Bad Plants

The Most Dangerous Plant At A Nursery Nearest You

Here's hoping this is not the first you're hearing about the dangers of the beautiful, bold-leaved Ricinus communis, otherwise known as the castor bean plant. Its name might not ring a bell but perhaps you've seen its foliage.

bold, burgundy castor bean plant foliage

Tough to find a plant that looks this good but, to be blunt, GET OVER IT! photo credit: Valter Jacinto hide caption

itoggle caption photo credit: Valter Jacinto

The problem is those spiky, Sputnuk-like seedpods, or more exactly, the smooth pebbled seeds within. One of these mouth-watering, multi-colored beans is enough to kill a Jack Russell terrier, and I only single out the breed because that's what my friend's dog was. It took two years for the little guy's organs to finally fail, despite everything modern medicine had to pump him with.

scattered shiny castor beans

The beautiful, glossy, and seemingly harmless beans inside a Ricinus seedpod photo credit: Abigail Kelly hide caption

itoggle caption photo credit: Abigail Kelly

The list of plants that COULD hurt animals (and children, of course) is rather long. One of the better online sources is the ASPCA. But given the overall risks involved with most of them, the castor oil plant is where I draw the line.

Never mind that you can buy it everywhere as a summer annual. That does not make it safe. I'd like to see all the varities of Ricinus communis pulled from the market until such a time as a sterile hybrid comes down the pike.

If you must have this dangerous beauty - believe me, I understand the craving - there is one way to sidestop the danger: rip the plant out before it flowers.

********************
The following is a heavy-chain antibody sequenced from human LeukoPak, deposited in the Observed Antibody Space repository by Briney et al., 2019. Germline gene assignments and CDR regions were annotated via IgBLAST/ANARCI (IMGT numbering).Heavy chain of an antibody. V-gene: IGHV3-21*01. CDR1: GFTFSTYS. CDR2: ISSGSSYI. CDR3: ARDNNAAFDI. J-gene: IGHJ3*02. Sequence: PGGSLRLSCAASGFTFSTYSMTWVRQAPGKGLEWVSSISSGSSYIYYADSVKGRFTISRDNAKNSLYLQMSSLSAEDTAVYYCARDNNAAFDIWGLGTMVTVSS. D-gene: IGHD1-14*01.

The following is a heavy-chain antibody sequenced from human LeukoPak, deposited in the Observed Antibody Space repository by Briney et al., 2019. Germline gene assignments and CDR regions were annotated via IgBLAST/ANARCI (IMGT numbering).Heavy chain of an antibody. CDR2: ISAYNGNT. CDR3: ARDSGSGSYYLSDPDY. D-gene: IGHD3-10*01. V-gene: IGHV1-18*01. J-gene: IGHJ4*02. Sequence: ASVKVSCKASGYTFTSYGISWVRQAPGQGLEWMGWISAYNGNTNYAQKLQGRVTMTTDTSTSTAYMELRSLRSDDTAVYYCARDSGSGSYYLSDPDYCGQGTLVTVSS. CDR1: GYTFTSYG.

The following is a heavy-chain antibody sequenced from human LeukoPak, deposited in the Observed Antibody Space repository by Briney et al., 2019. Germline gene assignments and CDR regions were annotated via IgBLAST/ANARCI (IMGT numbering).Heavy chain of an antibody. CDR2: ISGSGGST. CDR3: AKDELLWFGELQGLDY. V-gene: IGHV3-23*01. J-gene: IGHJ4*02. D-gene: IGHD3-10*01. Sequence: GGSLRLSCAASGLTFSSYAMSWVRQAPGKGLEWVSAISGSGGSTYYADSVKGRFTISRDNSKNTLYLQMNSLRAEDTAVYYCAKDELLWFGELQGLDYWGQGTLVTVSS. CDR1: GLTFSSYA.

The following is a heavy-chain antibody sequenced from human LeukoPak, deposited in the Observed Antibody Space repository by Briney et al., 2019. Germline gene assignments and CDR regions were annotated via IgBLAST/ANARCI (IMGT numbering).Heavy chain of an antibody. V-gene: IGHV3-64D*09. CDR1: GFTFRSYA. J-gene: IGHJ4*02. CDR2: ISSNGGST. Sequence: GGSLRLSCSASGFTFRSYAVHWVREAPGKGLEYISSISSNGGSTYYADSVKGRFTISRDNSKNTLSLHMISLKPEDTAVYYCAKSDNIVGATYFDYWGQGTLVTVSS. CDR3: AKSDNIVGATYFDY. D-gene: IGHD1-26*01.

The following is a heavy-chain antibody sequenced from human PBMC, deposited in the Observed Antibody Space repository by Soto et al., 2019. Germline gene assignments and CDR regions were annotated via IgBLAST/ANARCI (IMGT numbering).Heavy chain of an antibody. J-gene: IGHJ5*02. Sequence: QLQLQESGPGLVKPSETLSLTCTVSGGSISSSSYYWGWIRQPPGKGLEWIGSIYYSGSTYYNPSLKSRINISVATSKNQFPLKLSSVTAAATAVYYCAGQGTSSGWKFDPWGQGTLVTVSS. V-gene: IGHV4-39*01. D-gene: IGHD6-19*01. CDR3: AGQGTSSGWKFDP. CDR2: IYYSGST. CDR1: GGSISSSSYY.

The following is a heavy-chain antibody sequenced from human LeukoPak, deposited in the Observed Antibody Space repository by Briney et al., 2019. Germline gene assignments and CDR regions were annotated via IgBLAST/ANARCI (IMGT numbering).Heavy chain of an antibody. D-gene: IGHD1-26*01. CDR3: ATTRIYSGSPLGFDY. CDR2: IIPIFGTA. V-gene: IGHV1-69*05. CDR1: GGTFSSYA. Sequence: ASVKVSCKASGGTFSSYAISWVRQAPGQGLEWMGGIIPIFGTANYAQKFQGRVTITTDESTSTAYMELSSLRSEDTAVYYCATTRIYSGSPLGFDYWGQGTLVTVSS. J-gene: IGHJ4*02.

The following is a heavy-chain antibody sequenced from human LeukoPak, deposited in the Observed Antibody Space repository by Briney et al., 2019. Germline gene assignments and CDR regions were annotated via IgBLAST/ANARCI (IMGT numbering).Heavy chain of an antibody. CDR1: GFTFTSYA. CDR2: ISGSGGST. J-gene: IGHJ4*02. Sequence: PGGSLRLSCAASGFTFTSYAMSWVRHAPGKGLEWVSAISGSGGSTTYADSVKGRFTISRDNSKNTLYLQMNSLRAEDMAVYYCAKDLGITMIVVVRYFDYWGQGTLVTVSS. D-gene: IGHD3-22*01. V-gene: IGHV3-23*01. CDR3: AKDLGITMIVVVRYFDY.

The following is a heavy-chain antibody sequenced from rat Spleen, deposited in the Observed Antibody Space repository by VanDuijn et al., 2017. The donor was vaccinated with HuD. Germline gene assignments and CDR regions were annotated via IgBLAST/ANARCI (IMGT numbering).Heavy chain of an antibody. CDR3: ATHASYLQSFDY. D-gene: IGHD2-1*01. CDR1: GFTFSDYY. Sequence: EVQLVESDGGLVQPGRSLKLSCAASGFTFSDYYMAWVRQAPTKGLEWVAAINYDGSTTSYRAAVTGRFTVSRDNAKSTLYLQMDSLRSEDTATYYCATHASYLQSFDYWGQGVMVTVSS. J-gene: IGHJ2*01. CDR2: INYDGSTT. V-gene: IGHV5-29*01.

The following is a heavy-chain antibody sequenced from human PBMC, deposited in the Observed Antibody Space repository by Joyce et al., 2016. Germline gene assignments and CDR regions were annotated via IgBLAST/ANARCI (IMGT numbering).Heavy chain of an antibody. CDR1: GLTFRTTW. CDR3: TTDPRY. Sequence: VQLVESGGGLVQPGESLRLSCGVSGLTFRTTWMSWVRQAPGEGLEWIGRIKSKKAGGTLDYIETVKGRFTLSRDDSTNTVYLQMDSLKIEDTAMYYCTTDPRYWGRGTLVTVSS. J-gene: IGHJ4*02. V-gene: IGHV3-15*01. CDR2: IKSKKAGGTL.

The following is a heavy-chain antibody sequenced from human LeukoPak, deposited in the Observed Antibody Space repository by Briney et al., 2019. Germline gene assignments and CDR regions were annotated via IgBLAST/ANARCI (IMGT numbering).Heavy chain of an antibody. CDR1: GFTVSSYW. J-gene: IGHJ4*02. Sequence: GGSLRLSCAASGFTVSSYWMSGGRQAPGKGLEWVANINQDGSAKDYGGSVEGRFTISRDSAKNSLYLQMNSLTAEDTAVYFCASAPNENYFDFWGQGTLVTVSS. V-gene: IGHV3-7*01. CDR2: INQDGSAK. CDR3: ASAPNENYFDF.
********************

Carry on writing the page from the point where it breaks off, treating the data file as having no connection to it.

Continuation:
Comments

 

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Ketzel - I couldn't agree more. They are not worth the risk, though they are interesting, to have in my garden. My German Shepherd Dog and Siberia Husky are more important. I've never seed the seeds, but they are beautiful -- very tempting, I would imagine for a child. not good.

Sent by Jenn | 9:35 AM | 7-26-2007

This is the very plant that the deadly poison Ricin is derived from. Hence, the Latin root Ricinus. Yikes, very scary!

Sent by aaron plew | 7:34 PM | 7-26-2007

Ketzel- Feel free to eradicate the plant in YOUR OWN YARD, but your call to pull them from the market is questionable. That would be a slippery slope on which a number of common plants would slide. Check out Cornell's database of toxic plants. You might be surprised at the many others commonly found in gardens.

Sent by Peter Mazin | 8:28 PM | 7-26-2007

Peter - I take your point. My own vehemence seems to throw me on the side of federal control (witness the breadseed poppy) and I don't want to go there. But the idea that ONE SEED is enough to do such irreversible harm terrifies me, not for myself but for the many unsuspecting newbie gardeners with animals and kids. What would you suggest?

Sent by Ketzel | 9:27 AM | 7-27-2007

Perhaps the solution is accurate and OBVIOUS labeling. So that if someone purchases it they at least know what they are getting into. I thought this was a beautiful plant (still do), until I read how dangerous it can be. But I do check into plants I don't know because I have a child and two pups.

Sent by Jenn | 9:54 AM | 7-27-2007

Glad to see your comments.

My cocker spaniel eats anything and could easily gobble up these seeds. He particularly loves tomatoes, peppers, and beans.

I agree with Peter (above) who notes that many plants are toxic. How about the castor bean plant? Does it have a benign form, or is it less poisonous than this one?

It is a gorgeous plant with all the traits I love, texture, shape, and color.

But I wouldn't grow it in my garden, especially near the green beans.

Sent by Julia | 11:05 AM | 7-27-2007

Julia - This is the castor bean plant. Whether the straight species or the red-leaved cultivars ('Carmencita', etc.), it's the same bean. Again, though, if you pull it out before the seed pods form, you're good to go...

Sent by Ketzel Levine | 1:44 PM | 7-27-2007

I was really shocked to see ASPCA's list of plants that are toxic to animals and humans - I have several of them in my yard. Luckily my two cats are quite content rolling around in the catnip and chewing on my lemongrass (who knew?). Perhaps we've just gotten lucky. I think clear accurate labeling is a good solution to this problem. Then everyone, especially people new to gardening who have no idea which plants are toxic, can make well-informed decisions.